It’s been a rough run for iQiyi (NASDAQ:IQ) as a public company on Wall Street. The Chinese streaming giant (sometimes touted as the Netflix (NASDAQ:NFLX) of China)had a brief honeymoon phase following its March 2018 IPO. IQ stock sailed from the $18 IPO price, to nearly $50 by mid-June 2018.
Then, the honeymoon ended. IQ stock dropped to $15 by late 2018 and has been volatile and choppy ever since, ultimately gaining no ground. Investors have remained concerned with regards to China’s slowing digital economy and iQiyi’s huge losses.
Bulls are hoping second-quarter earnings due on Aug. 19 will provide an upward catalyst for iQiyi stock. I’m not convinced. iQiyi has a profit problem. This profit problem is ultimately what has weighed on the stock over the past few months. I don’t see the problem getting better anytime soon. As such, I think the recent weakness in iQiyi is here to stay.
At some point, IQ stock becomes a good buy given its long term growth potential in the (what should be) huge China streaming market. But, that point is not here, and it’s not now.
As such, for the foreseeable future, I think it’s best to steer away from IQ stock. The stock remains too risky to touch until profit trends show signs of improvement.
iQiyi Has A Profit Problem
In the big picture, iQiyi is not the Netflix of China. Whereas Netflix has figured out a way to produce sizable profits at scale in the global streaming TV market, iQiyi has yet to do the same in the structurally different China streaming TV market.
Indeed, China’s streaming TV market is so structurally different that it may be impossible for iQiyi to net a profit here, and that means that iQiyi has a big profit problem that may not go away anytime soon.
The difference between China and America’s streaming markets comes down to one difference: in America, consumers are willing to pay for content; in China, they aren’t. It’s that simple.
Netflix charges about $10 to 15 per month per subscriber. Pretty much every other U.S.-based streaming service charges the same, from Hulu to Disney+ to Amazon Prime Video. iQiyi, meanwhile, charges about $1.50 to $2 per month. That number isn’t a factor of lack of scale, either. iQiyi has nearly 100 million subs, and the average revenue per sub has been stuck in neutral for several years. Instead, it’s a byproduct of the fact that Chinese consumers simply aren’t willing to pay much for streaming TV content.
Thus, iQiyi’s unit revenue potential is significantly lower than Netflix’s unit revenue potential, but unit costs are pretty much the same. That is, even though streaming prices in China are low, the cost to produce content is not. The result? Unit revenues are lower. Unit costs are the same. Thus, the unit economics at iQiyi are significantly worse than the unit economics at Netflix.
Netflix isn’t that profitable of a company. They run at operating margins narrowly above 10%. Thus, with significantly worse unit economics, the pathway towards profitability for iQiyi lacks visibility. So long as that remains true, IQ stock will remain depressed.
Long Term Potential Is There, but Not Compelling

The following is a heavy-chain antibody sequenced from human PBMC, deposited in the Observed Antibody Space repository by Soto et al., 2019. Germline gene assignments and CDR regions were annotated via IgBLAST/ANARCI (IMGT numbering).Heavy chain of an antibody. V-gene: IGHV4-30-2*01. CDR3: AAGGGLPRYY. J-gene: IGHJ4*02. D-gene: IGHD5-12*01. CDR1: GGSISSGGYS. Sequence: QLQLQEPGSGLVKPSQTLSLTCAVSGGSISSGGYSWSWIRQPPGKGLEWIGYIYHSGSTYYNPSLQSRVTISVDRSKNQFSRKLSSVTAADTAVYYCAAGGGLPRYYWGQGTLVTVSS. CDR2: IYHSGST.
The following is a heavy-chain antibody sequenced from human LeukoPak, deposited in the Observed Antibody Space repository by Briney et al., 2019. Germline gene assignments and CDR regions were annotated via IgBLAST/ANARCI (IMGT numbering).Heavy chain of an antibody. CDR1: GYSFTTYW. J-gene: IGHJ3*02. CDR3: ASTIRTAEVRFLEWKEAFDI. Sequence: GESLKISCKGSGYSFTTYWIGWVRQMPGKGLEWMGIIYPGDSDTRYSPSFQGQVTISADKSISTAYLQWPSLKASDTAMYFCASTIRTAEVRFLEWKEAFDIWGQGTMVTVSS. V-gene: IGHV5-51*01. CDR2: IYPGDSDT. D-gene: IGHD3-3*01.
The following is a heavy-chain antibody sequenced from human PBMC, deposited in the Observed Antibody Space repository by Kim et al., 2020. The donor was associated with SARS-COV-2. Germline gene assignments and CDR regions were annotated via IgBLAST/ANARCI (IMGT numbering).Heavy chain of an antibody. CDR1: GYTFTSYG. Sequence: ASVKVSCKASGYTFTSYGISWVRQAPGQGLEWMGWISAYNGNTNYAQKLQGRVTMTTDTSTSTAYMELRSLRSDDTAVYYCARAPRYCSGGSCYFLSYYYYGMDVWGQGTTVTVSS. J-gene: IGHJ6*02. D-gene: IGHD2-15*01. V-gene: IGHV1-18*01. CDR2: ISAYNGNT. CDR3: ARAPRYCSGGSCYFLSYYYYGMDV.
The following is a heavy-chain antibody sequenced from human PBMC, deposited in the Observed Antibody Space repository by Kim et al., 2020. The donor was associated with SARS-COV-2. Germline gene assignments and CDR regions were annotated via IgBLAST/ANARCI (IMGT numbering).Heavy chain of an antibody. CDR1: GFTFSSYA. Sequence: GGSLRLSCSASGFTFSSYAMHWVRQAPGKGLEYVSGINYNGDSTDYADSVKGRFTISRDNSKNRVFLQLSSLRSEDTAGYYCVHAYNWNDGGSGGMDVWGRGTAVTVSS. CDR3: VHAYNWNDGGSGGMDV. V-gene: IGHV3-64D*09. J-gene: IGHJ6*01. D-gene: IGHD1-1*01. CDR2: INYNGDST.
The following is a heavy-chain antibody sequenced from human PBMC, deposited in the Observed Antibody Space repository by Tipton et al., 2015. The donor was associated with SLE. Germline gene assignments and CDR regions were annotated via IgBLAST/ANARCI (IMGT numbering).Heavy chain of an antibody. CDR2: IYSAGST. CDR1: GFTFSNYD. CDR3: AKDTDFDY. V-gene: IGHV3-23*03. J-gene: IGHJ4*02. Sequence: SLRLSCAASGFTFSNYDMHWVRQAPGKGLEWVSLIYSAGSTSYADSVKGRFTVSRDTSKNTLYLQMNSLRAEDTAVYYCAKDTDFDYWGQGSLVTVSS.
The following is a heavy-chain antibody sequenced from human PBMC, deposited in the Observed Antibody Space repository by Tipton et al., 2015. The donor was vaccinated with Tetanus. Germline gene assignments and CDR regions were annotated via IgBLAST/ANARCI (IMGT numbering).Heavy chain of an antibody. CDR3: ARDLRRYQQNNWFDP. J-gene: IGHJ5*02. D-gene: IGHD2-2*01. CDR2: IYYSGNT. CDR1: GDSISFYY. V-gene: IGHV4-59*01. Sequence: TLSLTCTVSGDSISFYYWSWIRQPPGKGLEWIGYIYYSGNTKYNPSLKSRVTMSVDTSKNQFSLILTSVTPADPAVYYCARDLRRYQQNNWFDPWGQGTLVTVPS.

China’s massive digital population and huge consumer appetite for streaming content should mean that iQiyi stock has robust long term growth prospects. But, given the aforementioned profitability concerns, those long term growth prospects aren’t compelling here and now.
Qualitatively, I think that China’s streaming market will grow by leaps and bounds over the next several years as China’s consumer economy continues to rapidly digitize. I also think that iQiyi will leverage its original content strategy and scale to remain a very relevant player in this market, implying strong subscriber growth over the next few years. Unit revenues should march somewhat higher with scale. Revenue scale should simultaneously drive positive operating leverage, and margins should trend higher.
If you reasonably math out all those aforementioned assumptions, iQiyi projects as a company that could do about $13 billion in revenue by 2025, with profits that will hover around $1 billion. Assuming a multiple of 20-times its forward earnings, which is around average for growth stocks, that equates to a 2024 valuation target for the stock of $20 billion. Discounted back by 10% per year implies a 2019 valuation target of about $12.4 billion.
Leaving room for 15% error in the projections, that further equates to a 2019 fair valuation range for IQ of about $10 billion to about $14 billion. IQ stock trades in that range today. Thus, there is upside potential from here, but it’s not compelling enough given the company’s huge profitability risks.
Bottom Line on IQ Stock
Ahead of Q2 earnings, IQ stock remains too risky to touch. At its core, this company has a profit problem. Until that profit problem eases, the stock won’t stage a meaningful turnaround. I don’t see that profit problem turning around anytime soon. As such, I don’t see iQiyi stock turning around any time soon, either.
Even if it does, it’s still probably best to wait for confirmation rather than to rely on speculation. Because of this – even if the numbers are good – the best time to buy iQiyi stock will be after the Q2 print, not before it.
As of this writing, Luke Lango was long NFLX.